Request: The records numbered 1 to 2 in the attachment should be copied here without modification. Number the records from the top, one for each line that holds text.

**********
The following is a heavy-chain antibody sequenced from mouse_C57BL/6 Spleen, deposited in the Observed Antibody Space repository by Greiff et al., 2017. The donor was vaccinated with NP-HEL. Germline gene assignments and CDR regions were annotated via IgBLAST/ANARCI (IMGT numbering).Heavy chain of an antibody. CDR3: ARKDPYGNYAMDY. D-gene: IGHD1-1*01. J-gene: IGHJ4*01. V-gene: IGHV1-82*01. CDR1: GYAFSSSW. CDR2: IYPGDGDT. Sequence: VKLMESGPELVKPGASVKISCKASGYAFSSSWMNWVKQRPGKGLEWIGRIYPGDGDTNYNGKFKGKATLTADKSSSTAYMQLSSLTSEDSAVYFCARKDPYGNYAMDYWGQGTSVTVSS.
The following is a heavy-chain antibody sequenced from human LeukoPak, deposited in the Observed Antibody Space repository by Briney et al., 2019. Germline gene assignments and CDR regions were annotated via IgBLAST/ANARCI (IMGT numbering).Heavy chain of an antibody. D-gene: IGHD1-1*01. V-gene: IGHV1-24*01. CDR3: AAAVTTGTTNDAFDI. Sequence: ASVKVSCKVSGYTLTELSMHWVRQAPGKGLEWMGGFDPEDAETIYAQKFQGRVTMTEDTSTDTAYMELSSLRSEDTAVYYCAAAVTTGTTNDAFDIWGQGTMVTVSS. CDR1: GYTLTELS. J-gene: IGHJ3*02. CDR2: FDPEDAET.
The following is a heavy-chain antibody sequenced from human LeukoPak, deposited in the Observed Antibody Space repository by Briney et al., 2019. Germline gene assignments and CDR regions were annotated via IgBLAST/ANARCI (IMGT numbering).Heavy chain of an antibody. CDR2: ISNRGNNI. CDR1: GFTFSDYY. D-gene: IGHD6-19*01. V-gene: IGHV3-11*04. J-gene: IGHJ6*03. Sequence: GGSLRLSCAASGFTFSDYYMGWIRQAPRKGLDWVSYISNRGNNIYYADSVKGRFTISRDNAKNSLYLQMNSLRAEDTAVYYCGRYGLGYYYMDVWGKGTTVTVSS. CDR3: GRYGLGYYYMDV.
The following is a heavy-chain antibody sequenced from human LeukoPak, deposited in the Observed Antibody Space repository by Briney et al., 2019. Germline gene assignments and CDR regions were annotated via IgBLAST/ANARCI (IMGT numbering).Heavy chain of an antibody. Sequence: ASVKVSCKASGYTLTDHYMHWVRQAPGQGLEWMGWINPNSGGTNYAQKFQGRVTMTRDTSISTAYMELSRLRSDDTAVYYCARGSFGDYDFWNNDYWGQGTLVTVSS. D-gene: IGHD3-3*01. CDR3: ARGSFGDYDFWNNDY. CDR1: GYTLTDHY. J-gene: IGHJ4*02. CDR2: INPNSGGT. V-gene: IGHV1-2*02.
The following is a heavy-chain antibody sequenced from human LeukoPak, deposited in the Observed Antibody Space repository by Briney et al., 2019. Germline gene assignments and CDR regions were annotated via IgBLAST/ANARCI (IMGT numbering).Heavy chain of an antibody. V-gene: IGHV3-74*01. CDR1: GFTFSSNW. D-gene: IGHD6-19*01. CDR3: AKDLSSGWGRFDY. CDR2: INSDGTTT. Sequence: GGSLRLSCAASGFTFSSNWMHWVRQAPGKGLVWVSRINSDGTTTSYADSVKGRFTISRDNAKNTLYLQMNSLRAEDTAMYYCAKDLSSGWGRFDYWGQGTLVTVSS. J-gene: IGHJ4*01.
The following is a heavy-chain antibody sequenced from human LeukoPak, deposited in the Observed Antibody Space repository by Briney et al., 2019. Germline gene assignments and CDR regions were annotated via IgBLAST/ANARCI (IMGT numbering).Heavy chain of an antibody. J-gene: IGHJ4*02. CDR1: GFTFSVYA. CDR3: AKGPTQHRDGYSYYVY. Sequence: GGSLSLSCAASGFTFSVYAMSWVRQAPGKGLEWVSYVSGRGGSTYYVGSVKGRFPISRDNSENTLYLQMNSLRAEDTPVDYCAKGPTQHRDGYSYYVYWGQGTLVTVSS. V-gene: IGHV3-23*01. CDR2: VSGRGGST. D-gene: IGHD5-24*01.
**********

The following is a heavy-chain antibody sequenced from mouse_C57BL/6 Spleen, deposited in the Observed Antibody Space repository by Greiff et al., 2017. The donor was vaccinated with NP-HEL. Germline gene assignments and CDR regions were annotated via IgBLAST/ANARCI (IMGT numbering).Heavy chain of an antibody. CDR3: ARKDPYGNYAMDY. D-gene: IGHD1-1*01. J-gene: IGHJ4*01. V-gene: IGHV1-82*01. CDR1: GYAFSSSW. CDR2: IYPGDGDT. Sequence: VKLMESGPELVKPGASVKISCKASGYAFSSSWMNWVKQRPGKGLEWIGRIYPGDGDTNYNGKFKGKATLTADKSSSTAYMQLSSLTSEDSAVYFCARKDPYGNYAMDYWGQGTSVTVSS.
The following is a heavy-chain antibody sequenced from human LeukoPak, deposited in the Observed Antibody Space repository by Briney et al., 2019. Germline gene assignments and CDR regions were annotated via IgBLAST/ANARCI (IMGT numbering).Heavy chain of an antibody. D-gene: IGHD1-1*01. V-gene: IGHV1-24*01. CDR3: AAAVTTGTTNDAFDI. Sequence: ASVKVSCKVSGYTLTELSMHWVRQAPGKGLEWMGGFDPEDAETIYAQKFQGRVTMTEDTSTDTAYMELSSLRSEDTAVYYCAAAVTTGTTNDAFDIWGQGTMVTVSS. CDR1: GYTLTELS. J-gene: IGHJ3*02. CDR2: FDPEDAET.